What he saw stole his breath. It was a large, highly decorated room that stretched off into the darkness, containing beautiful white columns and vertical fissures.
"Lucas?" His voice echoed throughout the room, then silence flooded back into the darkness. "Lucas? Are you up here?"
"Yes! This way!"
Sal climbed, crawled and squirmed through the opening. As he stood upright he examined the walls and vaulted ceiling. The immense chamber was magical, sparkling with giant crystal formations, and filled with twisting helictites, delicate soda straws, large stone draperies, flowstones and stalactites. Sal grinned from ear to ear with a renewed passion he hadn't felt in years.
As he looked to the ceiling, he stumbled upon a rattling pile of debris. Shining his light to the floor, Sal could make out the scattered bones of the dead. So this is where they put them. After all these years of remaining hidden and undisturbed, he thought, the actual Indian burial site has finally been discovered. "Lucas?"
"This way, hurry!"
The voice was closer now, but still a ways off. Another tunnel ran to the north sloping drastically downward and narrowing. Sal could hear the sound of running water. As he began his descent again, he wondered just how far he would be able to follow the passage before it became too narrow to continue -- his head was already scraping the ceiling and the walls were close enough to touch with either hand.
What was once a trickle of water had become a thick river of mud. And Sal, now nearly knee deep in cave clay, reached for the wall to steady himself as he waded through. "Lucas?" A distinct feeling of dread overwhelmed him as he passed through, as if he were being watched. He could feel the oppressive weight of the stone all around him as he tried to ignore it, then finally stepped out again upon hard rock. "Lucas?"
He sounded like he was right up ahead. Sal hurried forward. The tunnel was now so narrow that Sal found himself bending over--eventually having to crouch down to navigate further. "I'm coming, boy! Are you all right?"
There was no response.
Sal was now on his hands and knees, quickly scurrying down the tunnel like a rabbit. He noticed the walls were unnaturally flattened as if something had actually burrowed its way through here, but he did not stop to investigate. His lamp beam jumped to and fro across the smooth rock wall ahead of him in a maddening dance. "Lucas?"
"Where? Where are you?" Sal saw something about twenty yards ahead. It was the boy's boots. "I see you! I see you, Lucas! Hang on, son!" Sal's voice sounded desperate, fear gripped his throat.
In order to reach him, Sal had to lie completely flat and crawl the last few yards on his belly. There was a flicker of white as the lamp shone on his hands. "Everything's gonna be okay, Lucas. I'll get you out of there."
Lucas appeared to be pinned in at the very bottom of the hole. He sat lumpishly and awkward, bent in half as if he was doing a classic toe touch--his head crushed into his knees. The tunnel was so tight Sal could barely reach the boy's hands. He gripped his wrists, and started to pull. "I gotcha, Lucas! I gotcha!"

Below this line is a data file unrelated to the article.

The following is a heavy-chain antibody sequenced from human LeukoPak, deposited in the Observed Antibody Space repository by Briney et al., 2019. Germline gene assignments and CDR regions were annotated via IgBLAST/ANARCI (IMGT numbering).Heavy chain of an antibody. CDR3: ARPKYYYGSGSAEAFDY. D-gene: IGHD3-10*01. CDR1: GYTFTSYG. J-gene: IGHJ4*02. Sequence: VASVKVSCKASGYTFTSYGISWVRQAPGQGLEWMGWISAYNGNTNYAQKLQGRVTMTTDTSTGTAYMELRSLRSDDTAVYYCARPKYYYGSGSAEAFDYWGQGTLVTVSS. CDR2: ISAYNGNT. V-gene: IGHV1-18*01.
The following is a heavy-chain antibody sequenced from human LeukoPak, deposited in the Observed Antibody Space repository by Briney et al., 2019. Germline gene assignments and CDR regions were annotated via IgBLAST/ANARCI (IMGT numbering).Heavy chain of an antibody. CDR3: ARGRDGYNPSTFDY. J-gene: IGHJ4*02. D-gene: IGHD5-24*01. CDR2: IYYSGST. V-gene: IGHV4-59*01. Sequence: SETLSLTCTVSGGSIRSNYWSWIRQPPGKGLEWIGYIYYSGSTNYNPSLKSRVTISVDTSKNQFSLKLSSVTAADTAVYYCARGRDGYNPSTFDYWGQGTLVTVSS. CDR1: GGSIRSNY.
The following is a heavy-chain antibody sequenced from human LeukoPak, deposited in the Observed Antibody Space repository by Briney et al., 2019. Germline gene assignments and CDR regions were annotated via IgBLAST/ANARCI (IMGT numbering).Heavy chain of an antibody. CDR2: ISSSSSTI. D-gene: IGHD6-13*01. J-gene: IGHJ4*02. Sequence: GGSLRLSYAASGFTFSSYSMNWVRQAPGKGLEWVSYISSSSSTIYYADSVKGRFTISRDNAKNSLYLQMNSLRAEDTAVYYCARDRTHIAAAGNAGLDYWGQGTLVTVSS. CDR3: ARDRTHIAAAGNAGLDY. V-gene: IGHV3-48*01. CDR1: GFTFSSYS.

Sal tugged with all his might, frantically dragging the boy toward him, but the position of his body made it nearly impossible. Sal grabbed the boy's pant legs and yanked hard -- then the hands again, alternating back and forth with every pull. The work was hard and tedious, and the time passed like the hurt of a wound. The entire time Sal soothingly talked to the boy. "I'm here, Lucas. I gotcha. Don't you worry none, Ol' Sal will take care of ya."
Sal stopped to catch his breath, finally able to lay Lucas flat upon his back. He attempted to check the boy's injuries. "Lucas, you okay?"
But Lucas didn't answer.
Damn, he must've passed out. God, please, let this kid be all right. Sal was on the verge of panic. He put that energy to good use and roughly dragged the teenager back another ten feet. He was now able to crawl alongside Lucas and examine him.
Sal immediately reached up to check the boy's neck for some sign of a pulse -- nothing. He slapped the boy's face to try and rouse him. There was no response.
"Lucas? Lucas, goddamnit! Don't you die on me! Come on, Lucas! Lucas?"
Sal shook the boy's body out of sheer desperation, knowing in his heart that it was too late. Lucas was dead.
He shined his light on the boy's face. He was as pale as a sheet, yet his eyes were wide open--an expression of utter terror. Sal could only imagine how the end had come. It looked as though something grabbed Lucas from behind and tried to drag him down the hole. The poor kid must have died scared out of his mind.
Sal sat up with his back against the wall, gently cradling the boy's head in his lap. He began to sob, helpless to stop the tears that ran down his face. "Oh, Lucas.... Please forgive me."
Then it struck him, and he spoke the question outloud. "What in the world could have done this, Lucas?"
The silence of the cave was suddenly shattered.
"I'm here! This way! Hurry!"
"What the hell . . ." Sal bolted upright, smashing the lamp on his helmet into the low ceiling and leaving him in pitch dark.
"Please hurry! This way!"
Sal pressed himself against the cool rock wall willing his body to move even as the thick darkness seemed to be muttering all around him.
"Hurry!" the voice said. It was very close to him now--loud and clear.
Sal removed his hat and banged desperately on his lamp trying to get it to work. It blinked, then flickered momentarily just as he saw something rush toward him from out of the dark.